There are four major types of atrial septal defects:

  • Ostium secundum atrial septal defect. This is the most common atrial septal defect, affecting over two-thirds of people with atrial septal defects. It is caused when a part of the atrial septum fails to close completely while the heart is developing. This causes an opening to develop in the center of the wall separating the two atria.
  • Ostium primum atrial septal defect. This defect is part of atrioventricular canal defects, and is associated with a split (cleft) in one of the leaflets of the mitral valve.
  • Sinus venosus atrial septal defect. This defect occurs at the superior vena cava and right atrium junction, in the area where the right pulmonary veins enter the heart. As a result, the drainage of one or more of the pulmonary veins may be abnormal in that the pulmonary veins drain to the right atrium, rather than the left atrium.
  • Coronary sinus atrial septal defect. This defect is located within the wall of the coronary sinus, where it passes behind the left atrium. The coronary sinus carries the blood flow from the heart’s own vein, into the right atrium. It is the rarest of all atrial septal defects.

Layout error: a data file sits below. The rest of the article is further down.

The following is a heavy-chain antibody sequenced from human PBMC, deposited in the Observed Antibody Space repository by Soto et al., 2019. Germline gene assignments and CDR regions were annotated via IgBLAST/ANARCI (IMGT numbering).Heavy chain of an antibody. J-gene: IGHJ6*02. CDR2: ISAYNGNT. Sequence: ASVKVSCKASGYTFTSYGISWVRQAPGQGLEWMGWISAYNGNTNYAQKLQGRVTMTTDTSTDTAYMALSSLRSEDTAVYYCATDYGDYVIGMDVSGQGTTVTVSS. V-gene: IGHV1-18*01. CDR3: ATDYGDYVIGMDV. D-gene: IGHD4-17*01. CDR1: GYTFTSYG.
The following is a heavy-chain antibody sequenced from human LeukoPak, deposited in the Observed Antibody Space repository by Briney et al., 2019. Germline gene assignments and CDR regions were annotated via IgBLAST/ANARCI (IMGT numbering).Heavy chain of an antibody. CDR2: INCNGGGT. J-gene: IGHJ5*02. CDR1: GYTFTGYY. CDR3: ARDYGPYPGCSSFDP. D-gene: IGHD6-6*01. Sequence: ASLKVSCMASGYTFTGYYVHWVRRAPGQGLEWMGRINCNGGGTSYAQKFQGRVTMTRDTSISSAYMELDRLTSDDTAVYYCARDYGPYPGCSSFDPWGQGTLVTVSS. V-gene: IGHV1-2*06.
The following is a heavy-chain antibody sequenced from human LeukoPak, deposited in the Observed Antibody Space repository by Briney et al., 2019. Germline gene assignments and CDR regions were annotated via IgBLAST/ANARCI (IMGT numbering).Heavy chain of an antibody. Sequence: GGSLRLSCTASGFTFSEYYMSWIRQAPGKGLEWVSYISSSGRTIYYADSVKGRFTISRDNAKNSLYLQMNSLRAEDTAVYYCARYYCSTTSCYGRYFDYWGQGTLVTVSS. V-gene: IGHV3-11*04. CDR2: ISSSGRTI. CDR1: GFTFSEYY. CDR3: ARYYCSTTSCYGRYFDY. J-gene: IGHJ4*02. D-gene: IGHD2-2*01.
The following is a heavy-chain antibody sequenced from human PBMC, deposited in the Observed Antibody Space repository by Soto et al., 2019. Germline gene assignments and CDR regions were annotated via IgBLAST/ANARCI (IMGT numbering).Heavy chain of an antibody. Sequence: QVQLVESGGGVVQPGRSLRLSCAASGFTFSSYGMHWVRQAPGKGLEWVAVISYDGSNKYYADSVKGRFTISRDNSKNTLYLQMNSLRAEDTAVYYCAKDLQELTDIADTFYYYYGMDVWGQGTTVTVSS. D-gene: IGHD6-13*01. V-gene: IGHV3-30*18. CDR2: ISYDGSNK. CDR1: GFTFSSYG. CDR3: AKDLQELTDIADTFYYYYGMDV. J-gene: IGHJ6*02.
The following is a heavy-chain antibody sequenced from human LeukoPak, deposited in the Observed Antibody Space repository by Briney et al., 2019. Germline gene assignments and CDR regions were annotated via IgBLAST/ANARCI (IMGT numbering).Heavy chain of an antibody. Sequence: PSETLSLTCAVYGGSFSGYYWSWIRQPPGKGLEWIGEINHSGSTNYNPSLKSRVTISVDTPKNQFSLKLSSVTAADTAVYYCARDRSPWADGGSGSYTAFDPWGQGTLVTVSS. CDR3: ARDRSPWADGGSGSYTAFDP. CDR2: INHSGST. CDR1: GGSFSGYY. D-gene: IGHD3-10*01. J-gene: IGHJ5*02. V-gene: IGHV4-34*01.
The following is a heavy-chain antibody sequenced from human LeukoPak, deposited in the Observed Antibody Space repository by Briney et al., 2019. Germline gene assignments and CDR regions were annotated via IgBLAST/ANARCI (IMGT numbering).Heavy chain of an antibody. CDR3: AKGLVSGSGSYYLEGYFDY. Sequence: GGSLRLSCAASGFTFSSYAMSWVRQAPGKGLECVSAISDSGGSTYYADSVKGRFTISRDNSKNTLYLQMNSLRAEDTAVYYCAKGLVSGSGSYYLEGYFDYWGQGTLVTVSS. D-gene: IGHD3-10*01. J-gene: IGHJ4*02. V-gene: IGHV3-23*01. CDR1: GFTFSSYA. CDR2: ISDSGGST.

Why is an atrial septal defect a concern?

Over time, this heart defect can cause lung problems if not repaired. When blood passes through the ASD from the left atrium to the right atrium, a larger volume of blood than normal must be handled by the right side of the heart. This extra blood passes through the pulmonary artery into the lungs, causing higher amounts of blood flow than normal in the vessels in the lungs.

A small opening in the atrial septum allows a small amount of blood to pass through from the left atrium to the right atrium. A large opening allows more blood to pass through and mix with the normal blood flow in the right heart.